But some of Trump’s closest political allies oppose continued high immigration on cultural grounds. They say rising ethnic diversity threatens conservative values rooted in European heritage and Christianity. Steve Bannon, his chief strategist, has questioned why so many US tech CEOs are Asian and, as chairman of Breitbart, published numerous anti-immigrant and anti-Muslim stories. In 2015, Jeff Sessions, Trump’s attorney general, told Mr. Bannon in a Breitbart radio interview that a controversial 1924 law that imposed quotas on immigration and slowed new arrivals had been good for assimilation.
The idea: After a huge influx of immigrants, the US needs a pause in order to assimilate – just as it did after the great wave of immigration from the early 1880s to the 1920s. One in seven US residents is currently foreign-born, the highest in a century.
But such arguments can easily tip into justification for racial quotas.
"You cannot rebuild your civilization with somebody else's babies,” Rep. Steve King (R) of Iowa told CNN Monday, following up on a tweet from Sunday. It’s a message he says he’s told Europeans: “You've got to keep your birth rate up, and … you need to teach your children your values."
Some Republican legislators were quick to hit back: “Do I qualify as ‘somebody else's baby?’ " tweeted Rep. Carlos Curbelo (R) of Florida.
“Get a clue, @SteveKingIA,” tweeted US Rep. Ileana Ros-Lehtinen, also a Florida Republican. “Diversity is our strength.”
Of course, racial identity plays a role in Democrats’ immigration views, too, points out Mr. Kane of the Hoover Institute. Democratic politicians court Mexican and other Latino voters by standing up for family-based visas and trying to block reforms. Since Latinos are the largest immigrant community, they benefit from the current system that allows them to sponsor family members.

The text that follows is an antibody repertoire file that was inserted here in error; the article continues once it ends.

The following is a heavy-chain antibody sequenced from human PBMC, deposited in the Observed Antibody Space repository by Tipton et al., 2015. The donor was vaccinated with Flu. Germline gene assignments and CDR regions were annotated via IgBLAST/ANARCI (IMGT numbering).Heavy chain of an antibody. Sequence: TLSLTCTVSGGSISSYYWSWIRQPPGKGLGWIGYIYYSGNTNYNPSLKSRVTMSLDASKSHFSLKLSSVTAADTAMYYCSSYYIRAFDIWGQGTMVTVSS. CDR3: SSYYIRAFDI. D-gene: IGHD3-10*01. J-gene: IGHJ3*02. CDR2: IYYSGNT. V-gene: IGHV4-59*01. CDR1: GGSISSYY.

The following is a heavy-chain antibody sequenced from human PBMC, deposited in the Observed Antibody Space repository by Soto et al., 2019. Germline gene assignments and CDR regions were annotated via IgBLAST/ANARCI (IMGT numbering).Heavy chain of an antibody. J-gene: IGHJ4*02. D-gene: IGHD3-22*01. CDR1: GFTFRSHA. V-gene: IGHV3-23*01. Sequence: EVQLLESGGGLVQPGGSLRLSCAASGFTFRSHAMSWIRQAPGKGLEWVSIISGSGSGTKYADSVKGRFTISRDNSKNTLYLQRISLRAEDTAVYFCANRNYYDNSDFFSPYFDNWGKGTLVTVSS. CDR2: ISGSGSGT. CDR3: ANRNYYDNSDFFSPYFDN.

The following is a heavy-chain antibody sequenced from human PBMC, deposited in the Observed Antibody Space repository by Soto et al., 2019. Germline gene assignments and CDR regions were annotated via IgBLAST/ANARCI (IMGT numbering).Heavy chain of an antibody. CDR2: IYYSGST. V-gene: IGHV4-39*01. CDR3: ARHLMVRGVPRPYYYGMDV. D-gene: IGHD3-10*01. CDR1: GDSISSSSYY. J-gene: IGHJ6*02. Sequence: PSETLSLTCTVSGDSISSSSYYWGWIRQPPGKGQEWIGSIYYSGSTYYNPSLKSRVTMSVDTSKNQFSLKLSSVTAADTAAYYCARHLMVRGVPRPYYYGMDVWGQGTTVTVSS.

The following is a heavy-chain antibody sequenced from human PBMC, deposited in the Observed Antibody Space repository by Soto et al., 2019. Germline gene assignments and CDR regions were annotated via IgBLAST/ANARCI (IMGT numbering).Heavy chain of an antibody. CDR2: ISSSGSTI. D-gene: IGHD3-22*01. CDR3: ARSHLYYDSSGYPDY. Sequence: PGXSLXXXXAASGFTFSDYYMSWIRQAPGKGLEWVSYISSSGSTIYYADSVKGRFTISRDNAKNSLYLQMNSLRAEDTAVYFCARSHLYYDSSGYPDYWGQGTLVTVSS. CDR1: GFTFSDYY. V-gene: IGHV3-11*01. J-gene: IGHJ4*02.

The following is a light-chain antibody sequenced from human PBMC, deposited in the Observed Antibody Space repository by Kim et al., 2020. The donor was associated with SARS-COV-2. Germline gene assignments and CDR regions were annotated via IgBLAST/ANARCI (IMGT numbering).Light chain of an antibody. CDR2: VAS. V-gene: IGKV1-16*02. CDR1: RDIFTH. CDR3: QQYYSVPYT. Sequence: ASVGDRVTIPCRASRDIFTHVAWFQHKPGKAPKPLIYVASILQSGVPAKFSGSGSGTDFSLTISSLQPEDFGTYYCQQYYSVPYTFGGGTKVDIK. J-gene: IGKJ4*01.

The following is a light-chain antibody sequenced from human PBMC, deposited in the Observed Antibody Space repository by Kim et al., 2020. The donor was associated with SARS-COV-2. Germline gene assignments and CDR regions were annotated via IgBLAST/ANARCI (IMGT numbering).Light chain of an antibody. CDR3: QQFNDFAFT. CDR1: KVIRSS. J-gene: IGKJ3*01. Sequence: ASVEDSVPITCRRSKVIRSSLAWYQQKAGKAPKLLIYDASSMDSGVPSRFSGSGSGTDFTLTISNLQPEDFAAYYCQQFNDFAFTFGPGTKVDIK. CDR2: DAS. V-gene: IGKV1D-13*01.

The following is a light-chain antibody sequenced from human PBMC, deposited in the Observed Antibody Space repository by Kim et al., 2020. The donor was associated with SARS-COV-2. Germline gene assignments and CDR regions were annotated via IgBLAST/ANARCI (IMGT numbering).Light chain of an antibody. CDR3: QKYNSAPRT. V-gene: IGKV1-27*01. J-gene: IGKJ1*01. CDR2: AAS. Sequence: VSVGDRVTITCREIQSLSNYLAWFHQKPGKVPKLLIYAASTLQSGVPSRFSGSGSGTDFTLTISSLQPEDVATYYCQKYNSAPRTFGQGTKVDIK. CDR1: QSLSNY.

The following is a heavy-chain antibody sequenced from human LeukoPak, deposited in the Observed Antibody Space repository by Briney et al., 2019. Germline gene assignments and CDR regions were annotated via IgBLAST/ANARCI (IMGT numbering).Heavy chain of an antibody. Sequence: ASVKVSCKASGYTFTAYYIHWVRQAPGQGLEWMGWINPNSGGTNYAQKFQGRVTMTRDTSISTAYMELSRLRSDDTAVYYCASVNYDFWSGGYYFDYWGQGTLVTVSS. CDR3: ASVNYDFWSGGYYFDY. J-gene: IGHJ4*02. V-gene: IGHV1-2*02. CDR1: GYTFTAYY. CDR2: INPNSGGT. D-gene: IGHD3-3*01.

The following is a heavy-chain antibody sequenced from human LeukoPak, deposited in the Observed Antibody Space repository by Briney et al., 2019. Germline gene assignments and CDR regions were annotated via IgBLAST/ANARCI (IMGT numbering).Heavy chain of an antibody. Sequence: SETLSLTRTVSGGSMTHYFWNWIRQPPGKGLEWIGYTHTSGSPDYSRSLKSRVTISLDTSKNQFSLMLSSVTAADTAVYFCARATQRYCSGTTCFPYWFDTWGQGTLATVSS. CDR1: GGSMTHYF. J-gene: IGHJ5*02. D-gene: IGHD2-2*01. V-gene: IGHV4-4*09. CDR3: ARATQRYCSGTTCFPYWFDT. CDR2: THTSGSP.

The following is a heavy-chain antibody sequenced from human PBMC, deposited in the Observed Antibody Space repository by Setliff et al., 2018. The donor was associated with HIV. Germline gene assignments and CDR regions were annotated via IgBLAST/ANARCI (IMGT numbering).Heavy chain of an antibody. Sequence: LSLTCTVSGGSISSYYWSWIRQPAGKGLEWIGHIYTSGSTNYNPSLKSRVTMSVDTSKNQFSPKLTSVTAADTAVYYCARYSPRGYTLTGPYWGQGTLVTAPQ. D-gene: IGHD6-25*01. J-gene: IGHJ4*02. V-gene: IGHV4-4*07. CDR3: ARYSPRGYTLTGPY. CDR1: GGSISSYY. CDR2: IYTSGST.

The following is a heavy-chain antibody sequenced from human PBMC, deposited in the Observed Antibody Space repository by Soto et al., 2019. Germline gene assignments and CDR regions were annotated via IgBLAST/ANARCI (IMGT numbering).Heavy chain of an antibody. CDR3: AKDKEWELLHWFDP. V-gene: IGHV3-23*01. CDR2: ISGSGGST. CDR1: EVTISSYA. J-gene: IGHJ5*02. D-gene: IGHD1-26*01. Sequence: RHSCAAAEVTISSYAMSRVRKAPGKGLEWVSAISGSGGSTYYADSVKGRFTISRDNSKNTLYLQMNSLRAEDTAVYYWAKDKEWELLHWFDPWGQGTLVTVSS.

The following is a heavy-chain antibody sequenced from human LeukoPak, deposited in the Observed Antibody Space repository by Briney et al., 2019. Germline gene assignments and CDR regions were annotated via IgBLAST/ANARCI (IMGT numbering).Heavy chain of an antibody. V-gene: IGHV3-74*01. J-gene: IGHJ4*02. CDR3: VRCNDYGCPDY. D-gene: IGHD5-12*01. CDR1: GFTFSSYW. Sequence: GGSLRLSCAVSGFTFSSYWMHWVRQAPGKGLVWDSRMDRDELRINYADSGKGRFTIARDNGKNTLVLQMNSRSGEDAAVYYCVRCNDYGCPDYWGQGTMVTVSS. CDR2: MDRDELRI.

Past administrations have adjusted immigration policy, adding new visa categories and tweaking different programs, says Daniel Kanstroom, a law professor at Boston College and co-director of its Center for Human Rights and International Justice. But that’s a long way from passing major legislation to change the selection process for immigration. “There have been adjustments made over the year but in terms of restructuring the whole immigration system it’s still largely oriented towards family,” he says.
What Trump will do is anybody’s guess. He says he wants to bring in high-skilled immigrants. But he also wants to stop abuses of visas that allow high-tech and other companies to bring in skilled workers when they can’t find Americans to do the job. The visas are temporary and subject to caps. But once here, the workers can try to obtain permanent status – and many do, says Tienda. “There’s nothing more permanent than a temporary worker.”
Immigration policy is tricky to get right.
Politicians need to respond to people’s fears about social cohesion and national security, Kane says. But “we’re getting it right way more than people appreciate” with the current policy.
Proponents of making US immigration policy more merit-based point to Canada and Australia as immigrant-friendly countries that use a points system to bring in skilled workers that compliment their economies.
But it wouldn’t necessarily produce more “PhD” immigrants for the US, says Mark Regets, a US-based research fellow at the Institute for Study for Labor in Bonn, Germany. “People move across borders for very complex reasons. And a lot of high-skill people move, in part, because of family connections,” he says.
A 2007 survey by the National Science Foundation of scientists and engineers who immigrated as adults to the US found that more cited family reasons than educational or job opportunities for making their move. This applies not just to scientists with existing kinship ties in the US but also the future prospect of being able to bring over their families and give them a better life.
And the composition of immigrants might not change that much, either. In 2013, China and India passed Mexico as the largest country-of-origin for new immigrants, according to the Census Bureau. Given the high numbers of university graduates from India and China, merit-based selection would not slow their arrival.
“You would not necessarily be redirecting immigration to Europe by making it skills-based,” says Mr. Regets.